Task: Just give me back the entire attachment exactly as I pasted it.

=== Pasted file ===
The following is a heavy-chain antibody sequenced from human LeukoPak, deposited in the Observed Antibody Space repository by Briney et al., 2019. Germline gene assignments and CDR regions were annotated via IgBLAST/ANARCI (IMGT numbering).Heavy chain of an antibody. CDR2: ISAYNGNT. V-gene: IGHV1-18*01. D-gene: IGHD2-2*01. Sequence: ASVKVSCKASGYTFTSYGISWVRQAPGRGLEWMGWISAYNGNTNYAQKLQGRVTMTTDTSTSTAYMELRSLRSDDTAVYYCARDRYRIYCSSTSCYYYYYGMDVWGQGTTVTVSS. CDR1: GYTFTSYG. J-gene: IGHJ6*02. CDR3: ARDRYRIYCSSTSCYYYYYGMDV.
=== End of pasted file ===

The following is a heavy-chain antibody sequenced from human LeukoPak, deposited in the Observed Antibody Space repository by Briney et al., 2019. Germline gene assignments and CDR regions were annotated via IgBLAST/ANARCI (IMGT numbering).Heavy chain of an antibody. CDR2: ISAYNGNT. V-gene: IGHV1-18*01. D-gene: IGHD2-2*01. Sequence: ASVKVSCKASGYTFTSYGISWVRQAPGRGLEWMGWISAYNGNTNYAQKLQGRVTMTTDTSTSTAYMELRSLRSDDTAVYYCARDRYRIYCSSTSCYYYYYGMDVWGQGTTVTVSS. CDR1: GYTFTSYG. J-gene: IGHJ6*02. CDR3: ARDRYRIYCSSTSCYYYYYGMDV.